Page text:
A preventive cerclage of the cervix may be considered, but is known to be associated with a poor reproductive outcome in uterine malformations [8]. Likewise, the National Institute for Health and Care Excellence (NICE) guidelines do not recommend a routine cervical cerclage to prevent spontaneous preterm birth in women with a twin or triplet pregnancy [23, 24].

Chemlal et al. reported a case of spontaneous twin pregnancy in a bicornuate unicollis uterus. The authors performed a preventive cervical cerclage with non-absorbable sutures at 12 weeks, and final delivery by cesarean section due to preeclampsia at 35 weeks [8].

Karunaratne et al. described a case of twin pregnancy in a patient with a bicornuate bicollis unterus and breech presentation of the fetus, delivered by primary cesarean section at 37 + 0 weeks. They also reviewed the literature and discussed several relevant points such as the feasibility of vaginal delivery versus cesarean section, the surgical approach in cesarean section, and delivery timing. They found that a cesarean section is preferentially used in cases of malpresentation, fetal distress and labor dystocia. The authors also give preference to longitudinal uterotomies. On the other hand, bilateral vertical incisions are recommended in small and externally fused lower uterine segments in order to avoid extension, injury to the septum, difficult repair and hemorrhage, and facilitate future pregnancies [14]. In the assumed presence of two functional uteruses and independent induction of labor, it would be advisable to adopt a two-stage approach. After the first delivery one would wait in order to prolong the second pregnancy and avoid a preterm birth. This approach has been successfully used in bicornuate bicollis uterus [25] as well as uterus didelphys [26].

The optimal follow-up for twin pregnancies in patients with Müllerian fusion anomalies remains a subject of controversy, given the risks and the rarity of these cases. The treatment must be tailored to the individual case. Figure 7 summarizes our checklist for comprehensive and intensive monitoring of patients with twin pregnancy in a bicornuate uterus.

Fig. 7
figure 7

Comprehensive and intensive monitoring of patients with twin pregnancy in a bicornuate uterus

In our case, the postpartum 3D ultrasound and MRI led us to conclude that the correct classification of the uterine malformation was a bicornuate bicollis uterus, functional unicollis with a prominent septum extending to the portio. Our classification of the malformation—a functional unicollis rather than bicollis—would have led us to attempt spontaneous delivery. However, a wait-and-watch approach with interval delivery would not have been considered promising in view of the facts. Our current knowledge of the uterine anomaly offered the patient the option of performing a septum dissection later in order to raise the chances of spontaneous conception as well as reduce the risk of abortion and preterm birth.


Uterine malformations must be detected early in order to prevent obstetric complications. Ultrasound, especially 3D ultrasound, and MRI play an important role in the detection of malformations. Twin pregnancy in a bicornuate uterus is very rare and bears a high risk of obstetric complication such as fetal growth restriction or preterm birth. Intensive monitoring is essential for successful management of these rare pregnancies. According to the guidelines, twin pregnancies should be monitored by serial ultrasound every two weeks in order to assess fetal growth and measure cervical length, and thus determine the risk of intrauterine growth restriction and premature delivery. However, we lack guidelines for monitoring these pregnancies and the mode of delivery.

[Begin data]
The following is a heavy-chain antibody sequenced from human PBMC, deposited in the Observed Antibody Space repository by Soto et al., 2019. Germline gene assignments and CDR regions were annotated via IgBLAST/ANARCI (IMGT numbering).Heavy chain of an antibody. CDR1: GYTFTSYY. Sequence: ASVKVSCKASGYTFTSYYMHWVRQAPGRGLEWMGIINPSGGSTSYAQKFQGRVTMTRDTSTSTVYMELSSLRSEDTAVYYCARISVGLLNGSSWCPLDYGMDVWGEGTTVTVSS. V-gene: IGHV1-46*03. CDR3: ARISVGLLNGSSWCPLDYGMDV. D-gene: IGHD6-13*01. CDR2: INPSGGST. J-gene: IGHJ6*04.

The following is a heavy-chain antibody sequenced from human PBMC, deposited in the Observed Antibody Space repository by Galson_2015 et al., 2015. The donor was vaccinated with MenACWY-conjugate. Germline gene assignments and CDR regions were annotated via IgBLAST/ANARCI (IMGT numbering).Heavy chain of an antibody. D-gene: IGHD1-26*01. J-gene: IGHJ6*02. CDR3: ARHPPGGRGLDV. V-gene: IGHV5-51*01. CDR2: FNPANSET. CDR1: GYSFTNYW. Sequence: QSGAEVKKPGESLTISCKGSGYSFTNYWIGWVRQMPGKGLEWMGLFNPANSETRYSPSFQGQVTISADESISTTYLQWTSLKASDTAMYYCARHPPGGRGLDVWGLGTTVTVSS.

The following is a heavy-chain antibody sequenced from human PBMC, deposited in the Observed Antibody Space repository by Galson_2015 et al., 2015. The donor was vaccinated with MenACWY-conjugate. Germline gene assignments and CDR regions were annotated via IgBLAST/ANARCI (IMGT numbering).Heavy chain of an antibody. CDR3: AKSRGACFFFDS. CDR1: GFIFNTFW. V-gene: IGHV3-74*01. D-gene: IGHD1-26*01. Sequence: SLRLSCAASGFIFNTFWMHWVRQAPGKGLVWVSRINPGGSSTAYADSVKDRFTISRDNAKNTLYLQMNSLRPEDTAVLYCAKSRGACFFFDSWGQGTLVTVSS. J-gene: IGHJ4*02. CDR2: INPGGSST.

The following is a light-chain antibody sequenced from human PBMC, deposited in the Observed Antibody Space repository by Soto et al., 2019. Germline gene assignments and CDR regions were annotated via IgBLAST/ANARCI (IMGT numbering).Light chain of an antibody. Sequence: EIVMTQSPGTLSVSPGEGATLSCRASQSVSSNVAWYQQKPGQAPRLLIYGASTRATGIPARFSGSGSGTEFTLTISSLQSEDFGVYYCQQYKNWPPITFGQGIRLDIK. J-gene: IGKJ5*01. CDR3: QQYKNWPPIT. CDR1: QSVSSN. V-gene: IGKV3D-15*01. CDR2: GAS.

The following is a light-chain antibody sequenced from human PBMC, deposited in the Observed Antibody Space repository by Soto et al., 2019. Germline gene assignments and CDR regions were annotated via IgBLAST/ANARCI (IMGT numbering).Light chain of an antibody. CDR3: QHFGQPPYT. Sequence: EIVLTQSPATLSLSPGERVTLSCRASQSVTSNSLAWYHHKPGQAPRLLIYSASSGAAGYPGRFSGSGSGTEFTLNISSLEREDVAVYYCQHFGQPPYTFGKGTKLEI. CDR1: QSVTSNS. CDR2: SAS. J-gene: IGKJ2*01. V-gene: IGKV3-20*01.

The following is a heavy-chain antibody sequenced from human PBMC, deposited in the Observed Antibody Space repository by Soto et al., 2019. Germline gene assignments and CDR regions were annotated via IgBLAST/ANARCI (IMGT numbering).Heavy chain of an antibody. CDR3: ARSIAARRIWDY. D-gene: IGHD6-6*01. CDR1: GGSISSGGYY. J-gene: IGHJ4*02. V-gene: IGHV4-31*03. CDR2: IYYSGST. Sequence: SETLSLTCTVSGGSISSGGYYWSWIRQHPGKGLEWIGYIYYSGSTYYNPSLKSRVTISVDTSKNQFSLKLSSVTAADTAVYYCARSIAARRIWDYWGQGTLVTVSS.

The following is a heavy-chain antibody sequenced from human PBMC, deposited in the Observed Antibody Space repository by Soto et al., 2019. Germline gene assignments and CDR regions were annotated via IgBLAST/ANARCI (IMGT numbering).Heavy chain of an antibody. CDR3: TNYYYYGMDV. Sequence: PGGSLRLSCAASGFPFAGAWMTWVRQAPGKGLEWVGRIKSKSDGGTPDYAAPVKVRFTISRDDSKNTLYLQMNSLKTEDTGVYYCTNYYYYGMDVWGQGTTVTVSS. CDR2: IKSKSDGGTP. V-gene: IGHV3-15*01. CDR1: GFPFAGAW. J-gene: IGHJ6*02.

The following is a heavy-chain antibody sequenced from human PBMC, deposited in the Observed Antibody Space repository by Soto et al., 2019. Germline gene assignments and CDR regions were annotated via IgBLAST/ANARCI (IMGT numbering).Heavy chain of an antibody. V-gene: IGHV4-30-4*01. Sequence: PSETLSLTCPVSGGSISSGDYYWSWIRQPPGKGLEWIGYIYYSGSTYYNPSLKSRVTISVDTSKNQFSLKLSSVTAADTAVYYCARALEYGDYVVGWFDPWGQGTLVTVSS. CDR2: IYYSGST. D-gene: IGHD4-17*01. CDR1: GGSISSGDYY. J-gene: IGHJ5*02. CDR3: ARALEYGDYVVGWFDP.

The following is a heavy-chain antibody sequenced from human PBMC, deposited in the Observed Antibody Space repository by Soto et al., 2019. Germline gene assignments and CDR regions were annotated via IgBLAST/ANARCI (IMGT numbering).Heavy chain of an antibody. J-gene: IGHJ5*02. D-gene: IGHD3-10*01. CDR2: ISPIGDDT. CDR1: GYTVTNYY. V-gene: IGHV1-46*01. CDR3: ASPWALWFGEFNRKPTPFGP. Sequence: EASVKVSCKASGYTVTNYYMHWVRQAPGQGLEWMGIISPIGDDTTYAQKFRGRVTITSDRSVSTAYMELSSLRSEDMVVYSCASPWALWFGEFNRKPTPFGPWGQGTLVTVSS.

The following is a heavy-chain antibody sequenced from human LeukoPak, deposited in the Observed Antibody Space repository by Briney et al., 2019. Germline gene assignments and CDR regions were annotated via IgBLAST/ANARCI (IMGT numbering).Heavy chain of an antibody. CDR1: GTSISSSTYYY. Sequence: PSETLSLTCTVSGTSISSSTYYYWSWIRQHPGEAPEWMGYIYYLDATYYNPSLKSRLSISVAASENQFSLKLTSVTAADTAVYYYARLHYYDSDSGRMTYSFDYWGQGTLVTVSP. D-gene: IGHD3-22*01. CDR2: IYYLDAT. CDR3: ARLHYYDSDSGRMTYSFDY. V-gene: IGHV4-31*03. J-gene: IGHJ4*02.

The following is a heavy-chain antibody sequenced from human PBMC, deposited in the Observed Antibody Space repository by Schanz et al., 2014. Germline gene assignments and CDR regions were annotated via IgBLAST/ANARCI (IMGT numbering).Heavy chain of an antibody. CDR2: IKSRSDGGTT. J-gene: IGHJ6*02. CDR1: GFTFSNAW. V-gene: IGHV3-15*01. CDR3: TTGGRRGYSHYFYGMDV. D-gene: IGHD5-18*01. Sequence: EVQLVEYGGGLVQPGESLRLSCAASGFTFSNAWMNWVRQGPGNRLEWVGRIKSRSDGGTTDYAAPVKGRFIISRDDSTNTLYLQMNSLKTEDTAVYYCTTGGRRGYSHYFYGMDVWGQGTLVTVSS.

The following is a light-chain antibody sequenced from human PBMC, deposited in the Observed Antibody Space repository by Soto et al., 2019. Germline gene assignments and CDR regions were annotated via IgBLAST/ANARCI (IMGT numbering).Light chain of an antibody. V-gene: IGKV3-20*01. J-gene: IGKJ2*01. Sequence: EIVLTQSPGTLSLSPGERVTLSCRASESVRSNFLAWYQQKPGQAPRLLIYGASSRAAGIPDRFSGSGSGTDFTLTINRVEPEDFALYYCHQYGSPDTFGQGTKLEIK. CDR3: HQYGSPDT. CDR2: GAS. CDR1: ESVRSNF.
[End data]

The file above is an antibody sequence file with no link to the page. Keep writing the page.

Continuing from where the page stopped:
Despite the rarity of this condition, a primary caesarean section should not be selected by default. The patient should be informed about the different delivery options and their risks. The mode of delivery should be determined individually. If spontaneous parturition is the goal, the clinician and the patient must be prepared for possible complications including emergency caesarean section and atony, and take interdisciplinary precautions that will avoid unnecessary delay in emergency situations.

These rare cases must be collected and reported in order to work out algorithms of monitoring and therapy, and provide suitable recommendations to the patients for an optimum outcome of pregnancy.

Data availability

The datasets analyzed for the current study are available from the corresponding author upon reasonable request.



American Fertility Society


American Society of Reproductive Medicine


Body Mass Index




European Society of Gynaecological Endoscopy


European Society of Human Reproduction and Embryology


In vitro fertilization


Less invasive surfactant application


Magnetic resonance imaging


National Institute for Health and Care Excellence


Patent ductus arteriosus


Vagina Cervix Uterus Adnex-associated Malformation


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We acknowledge financial support from the province of Schleswig-Holstein as a part of the Open Access Publication Fond (DFG-OA-Fonds) funding program.


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Conceptualization, M.S. and I.A.; Project administration, M.S., A.F. and I.A.; Supervision, M.S. and I.A.; Visualization, I.A., A.T., K.A., Z.R., A.F. and N.M.; Writing—original draft preparation, M.S., A.T., I.A., A.C.L., P.E.; Writing—review and editing, M.S. and I.A. All authors have read and agreed to the published version of the manuscript.

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Correspondence to Melanie Schubert or Ibrahim Alkatout.

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Schubert, M., Tihon, A., Andresen, K. et al. Peripartal management of dichorial twin pregnancy in a bicornuate bicollis uterus: a case report and review of the literature. J Med Case Reports 18, 196 (2024).